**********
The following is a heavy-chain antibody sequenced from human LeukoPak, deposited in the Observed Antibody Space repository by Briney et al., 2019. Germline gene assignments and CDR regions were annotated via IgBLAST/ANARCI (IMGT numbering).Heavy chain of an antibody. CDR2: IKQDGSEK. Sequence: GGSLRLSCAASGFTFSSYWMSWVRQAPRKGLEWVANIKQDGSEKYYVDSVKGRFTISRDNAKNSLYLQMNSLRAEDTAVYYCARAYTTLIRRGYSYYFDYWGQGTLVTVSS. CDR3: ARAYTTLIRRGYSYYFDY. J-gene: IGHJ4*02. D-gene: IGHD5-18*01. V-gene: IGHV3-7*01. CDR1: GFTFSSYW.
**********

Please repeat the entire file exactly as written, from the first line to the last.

The following is a heavy-chain antibody sequenced from human LeukoPak, deposited in the Observed Antibody Space repository by Briney et al., 2019. Germline gene assignments and CDR regions were annotated via IgBLAST/ANARCI (IMGT numbering).Heavy chain of an antibody. CDR2: IKQDGSEK. Sequence: GGSLRLSCAASGFTFSSYWMSWVRQAPRKGLEWVANIKQDGSEKYYVDSVKGRFTISRDNAKNSLYLQMNSLRAEDTAVYYCARAYTTLIRRGYSYYFDYWGQGTLVTVSS. CDR3: ARAYTTLIRRGYSYYFDY. J-gene: IGHJ4*02. D-gene: IGHD5-18*01. V-gene: IGHV3-7*01. CDR1: GFTFSSYW.